On December 6, 1996, defendant was charged with driving under the influence in violation of OCGA 40-6-391
and also with weaving over the roadway in violation of OCGA 40-6-48
. Chemical testing of her breath on an Intoxilyzer 5000 indicated that defendant's blood alcohol level was .170 grams percent. After a bench trial, she was convicted of both offenses. Defendant's direct appeal to the Supreme Court of Georgia was transferred to the Court of Appeals of Georgia, where she enumerates the denial of two motions in limine seeking to exclude the results of the chemical testing of her breath. Held:
1. OCGA 40-6-392
(a) (1) (A) provides: "Chemical analysis of [a] person's blood, urine, breath, or other bodily substance, to be considered valid under this Code section, shall have been performed according to methods approved by the Division of Forensic Sciences of the Georgia Bureau of Investigation on a machine which was operated with all its electronic and operating components prescribed by its manufacturer properly attached and in good working order and by an individual possessing a valid permit issued by the Division of Forensic Sciences for this purpose. The Division of Forensic Sciences . . . shall approve satisfactory techniques or methods to ascertain the qualifications and competence of individuals to conduct analyses and to issue permits, along with requirements for properly operating and maintaining any testing instruments, and to issue certificates certifying that instruments have met those requirements. . . ." Defendant first contends the inspections authorized and periodically performed by the GBI Division of Forensic Sciences are insufficient to establish that all components of the Intoxilyzer 5000 are working properly, because the Division of Forensic Sciences does not separately "inspect two of the three components (or filters) designed to detect the presence of [the] interfering substances [toluene and acetaldehyde] in human breath." We disagree.
It is undisputed that this particular Intoxilyzer 5000 had been routinely inspected by Georgia State Patrol TFC Roger K. Moore, the Area Supervisor for the Implied Consent Unit of the Division of Forensic Sciences, on a quarterly basis. TFC Moore is certified by the manufacturer of the Intoxilyzer 5000 in maintenance, repair, and operation. He is also certified by the Georgia Department of Public Safety and the GBI, Division of Forensic Sciences, "to perform chemical analyses of breath specimens . . . subject to the regulations of the Department of Public Safety[,] utilizing [the] Intoxilyzer Model 5000 only." It is further undisputed that TFC Moore followed the protocol established by the GBI Supervisor for implied consent in performing his maintenance inspections. Thus, TFC Moore's testimony in conjunction with his certificates is more than adequate to lay the foundation necessary to admit defendant's breath test results. Helmeci v. State, 230 Ga. App. 866 (1)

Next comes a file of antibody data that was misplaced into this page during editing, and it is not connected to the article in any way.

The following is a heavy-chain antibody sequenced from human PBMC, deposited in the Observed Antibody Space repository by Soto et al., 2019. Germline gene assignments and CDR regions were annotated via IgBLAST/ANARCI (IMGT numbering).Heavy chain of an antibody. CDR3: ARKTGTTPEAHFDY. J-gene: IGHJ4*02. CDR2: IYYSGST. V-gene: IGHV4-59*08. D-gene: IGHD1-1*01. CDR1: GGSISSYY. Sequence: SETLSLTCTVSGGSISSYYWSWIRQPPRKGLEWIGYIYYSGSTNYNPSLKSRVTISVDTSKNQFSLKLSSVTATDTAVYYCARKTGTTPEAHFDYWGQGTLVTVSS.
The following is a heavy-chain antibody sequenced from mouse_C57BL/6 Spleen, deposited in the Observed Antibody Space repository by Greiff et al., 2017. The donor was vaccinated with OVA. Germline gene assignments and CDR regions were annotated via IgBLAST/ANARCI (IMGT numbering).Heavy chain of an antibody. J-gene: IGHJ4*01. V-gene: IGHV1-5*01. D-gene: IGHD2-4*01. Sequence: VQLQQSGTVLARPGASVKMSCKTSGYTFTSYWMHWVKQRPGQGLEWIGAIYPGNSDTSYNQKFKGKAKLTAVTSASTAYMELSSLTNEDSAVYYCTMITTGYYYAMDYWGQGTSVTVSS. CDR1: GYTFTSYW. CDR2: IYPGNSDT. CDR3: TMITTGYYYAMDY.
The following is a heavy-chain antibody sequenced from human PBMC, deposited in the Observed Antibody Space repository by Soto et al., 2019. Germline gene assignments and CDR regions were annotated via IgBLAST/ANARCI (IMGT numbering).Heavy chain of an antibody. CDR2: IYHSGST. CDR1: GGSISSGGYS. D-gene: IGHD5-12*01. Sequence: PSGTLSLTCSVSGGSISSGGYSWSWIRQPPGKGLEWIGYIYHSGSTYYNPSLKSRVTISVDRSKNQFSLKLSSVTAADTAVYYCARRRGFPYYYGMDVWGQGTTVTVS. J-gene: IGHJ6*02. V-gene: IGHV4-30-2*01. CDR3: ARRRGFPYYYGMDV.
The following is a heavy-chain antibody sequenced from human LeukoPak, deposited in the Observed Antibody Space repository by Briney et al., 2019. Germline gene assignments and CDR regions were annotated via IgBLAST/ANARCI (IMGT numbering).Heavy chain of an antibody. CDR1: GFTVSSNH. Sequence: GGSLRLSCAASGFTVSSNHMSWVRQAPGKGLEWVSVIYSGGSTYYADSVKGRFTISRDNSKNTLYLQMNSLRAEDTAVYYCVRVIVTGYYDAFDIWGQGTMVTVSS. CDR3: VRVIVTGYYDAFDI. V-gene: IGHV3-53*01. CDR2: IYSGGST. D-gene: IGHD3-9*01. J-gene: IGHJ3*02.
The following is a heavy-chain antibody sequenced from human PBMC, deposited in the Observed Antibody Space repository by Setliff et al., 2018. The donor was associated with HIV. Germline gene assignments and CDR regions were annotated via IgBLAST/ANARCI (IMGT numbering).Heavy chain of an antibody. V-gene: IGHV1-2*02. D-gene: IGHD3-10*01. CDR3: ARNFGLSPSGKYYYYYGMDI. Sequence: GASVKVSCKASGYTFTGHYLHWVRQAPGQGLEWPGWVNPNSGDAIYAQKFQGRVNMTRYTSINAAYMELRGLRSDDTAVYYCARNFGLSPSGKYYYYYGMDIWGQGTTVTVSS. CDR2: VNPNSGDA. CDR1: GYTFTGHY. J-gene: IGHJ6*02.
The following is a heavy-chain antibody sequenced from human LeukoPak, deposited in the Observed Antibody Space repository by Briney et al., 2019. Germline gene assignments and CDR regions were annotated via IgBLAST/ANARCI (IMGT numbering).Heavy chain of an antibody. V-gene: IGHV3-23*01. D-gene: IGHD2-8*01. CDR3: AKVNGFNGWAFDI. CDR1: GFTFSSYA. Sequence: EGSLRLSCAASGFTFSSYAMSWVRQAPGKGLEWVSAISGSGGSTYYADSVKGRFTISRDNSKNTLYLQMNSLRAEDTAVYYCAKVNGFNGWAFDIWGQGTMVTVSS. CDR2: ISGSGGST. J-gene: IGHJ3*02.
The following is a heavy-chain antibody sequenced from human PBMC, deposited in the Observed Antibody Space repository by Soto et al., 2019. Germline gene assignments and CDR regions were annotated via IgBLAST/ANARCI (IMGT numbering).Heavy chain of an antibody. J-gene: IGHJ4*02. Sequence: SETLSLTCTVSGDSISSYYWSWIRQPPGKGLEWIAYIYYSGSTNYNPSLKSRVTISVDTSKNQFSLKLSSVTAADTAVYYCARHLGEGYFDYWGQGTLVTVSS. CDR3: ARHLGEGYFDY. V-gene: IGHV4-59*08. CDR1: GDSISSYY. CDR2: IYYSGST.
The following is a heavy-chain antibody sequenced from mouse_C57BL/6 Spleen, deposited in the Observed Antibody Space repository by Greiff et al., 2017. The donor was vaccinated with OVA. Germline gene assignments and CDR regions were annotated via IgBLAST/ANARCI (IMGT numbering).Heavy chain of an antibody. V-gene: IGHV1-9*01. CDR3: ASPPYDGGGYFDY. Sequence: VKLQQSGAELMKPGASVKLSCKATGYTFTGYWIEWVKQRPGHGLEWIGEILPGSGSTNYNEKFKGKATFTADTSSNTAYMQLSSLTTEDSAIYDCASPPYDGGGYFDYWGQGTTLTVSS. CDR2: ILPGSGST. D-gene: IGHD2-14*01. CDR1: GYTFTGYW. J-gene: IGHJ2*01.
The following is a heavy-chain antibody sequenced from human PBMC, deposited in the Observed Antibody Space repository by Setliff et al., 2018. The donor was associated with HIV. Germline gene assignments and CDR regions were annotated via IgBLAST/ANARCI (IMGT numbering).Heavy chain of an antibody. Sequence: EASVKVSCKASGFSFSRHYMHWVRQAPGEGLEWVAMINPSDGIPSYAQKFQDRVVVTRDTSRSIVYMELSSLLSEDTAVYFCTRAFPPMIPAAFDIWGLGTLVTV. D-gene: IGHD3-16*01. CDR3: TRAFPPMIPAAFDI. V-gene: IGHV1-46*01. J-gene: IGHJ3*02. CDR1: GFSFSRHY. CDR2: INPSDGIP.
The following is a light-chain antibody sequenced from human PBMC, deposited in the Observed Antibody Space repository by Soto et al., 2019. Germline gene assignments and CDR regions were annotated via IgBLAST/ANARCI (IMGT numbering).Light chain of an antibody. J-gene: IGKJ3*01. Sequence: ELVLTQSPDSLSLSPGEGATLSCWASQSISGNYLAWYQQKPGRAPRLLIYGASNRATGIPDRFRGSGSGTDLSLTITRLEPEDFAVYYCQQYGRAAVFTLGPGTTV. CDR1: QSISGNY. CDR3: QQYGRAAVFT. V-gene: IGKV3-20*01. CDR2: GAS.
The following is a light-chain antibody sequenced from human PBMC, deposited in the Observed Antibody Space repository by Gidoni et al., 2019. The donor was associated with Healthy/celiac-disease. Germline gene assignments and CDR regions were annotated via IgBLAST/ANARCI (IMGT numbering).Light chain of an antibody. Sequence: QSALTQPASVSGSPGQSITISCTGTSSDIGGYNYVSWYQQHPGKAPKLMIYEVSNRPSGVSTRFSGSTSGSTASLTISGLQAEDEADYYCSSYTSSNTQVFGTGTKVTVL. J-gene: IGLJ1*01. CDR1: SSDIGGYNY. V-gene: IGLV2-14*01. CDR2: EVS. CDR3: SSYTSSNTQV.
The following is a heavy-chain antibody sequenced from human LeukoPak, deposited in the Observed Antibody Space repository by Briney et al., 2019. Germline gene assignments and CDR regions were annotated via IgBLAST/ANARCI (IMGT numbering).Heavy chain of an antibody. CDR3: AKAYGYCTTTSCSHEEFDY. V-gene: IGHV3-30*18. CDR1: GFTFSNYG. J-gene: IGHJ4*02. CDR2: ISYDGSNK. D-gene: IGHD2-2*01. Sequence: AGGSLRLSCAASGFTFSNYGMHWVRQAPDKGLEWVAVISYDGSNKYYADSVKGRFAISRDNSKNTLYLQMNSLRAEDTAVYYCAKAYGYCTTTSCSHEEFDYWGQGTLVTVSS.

, 867 (498 SE2d 326
). Specifically, this evidence is sufficient to satisfy the pertinent requirements of OCGA 40-6-392
(a) (1), pursuant to the express terms of OCGA 40-6-392
(f). Kollman v. State, 231 Ga. App. 630
, 631 (3) (498 SE2d 745
). "We are not persuaded by [defendant's] argument that the test results were inadmissible because the inspection [protocol does] not include [additional] tests to determine whether machine components designed to detect the presence of interfering substances [other than acetone] were working properly. . . . [T]he fact that a testing procedure has some margin of error or may give an erroneous result under certain circumstances [not shown to apply in the case sub judice] relates to the weight, rather than the admissibility, of the test results. See Lattarulo v. State, 261 Ga. 124
, 126 (3) (401 SE2d 516
) (1991); [cit.]." Gutierrez v. State, 228 Ga. App. 458 (1)
, 459 (491 SE2d 898
). The trial court did not err in overruling this ground of defendant's motion in limine.
2. Defendant next contends the existing regulations promulgated by the GBI fail to comply with OCGA 40-6-392
(a) (1) (A), arguing that any such regulation "must be approved through the procedures set forth in the [Georgia Administrative Procedure Act]," OCGA 50-13-1
et seq. This contention is without merit. The authorities relied upon by defendant have been legislatively superseded by the enactment of OCGA 35-3-155
, which Code section "expressly provides that the Division of Forensic Sciences need not seek approval of testing methods and procedures through the Administrative Procedure Act. . . . [A]fter a review of the record, we conclude that the [S]tate met its burden under [OCGA] 40-6-392
(a) (1) (A) through the testimony of the [trained officer] who [certified this particular Intoxilyzer 5000]." Price v. State, 269 Ga. 222
, 225 (4) (498 SE2d 262
). The trial court correctly denied defendant's motion in limine on this ground.
Gary L. Mikell, Solicitor, for appellee.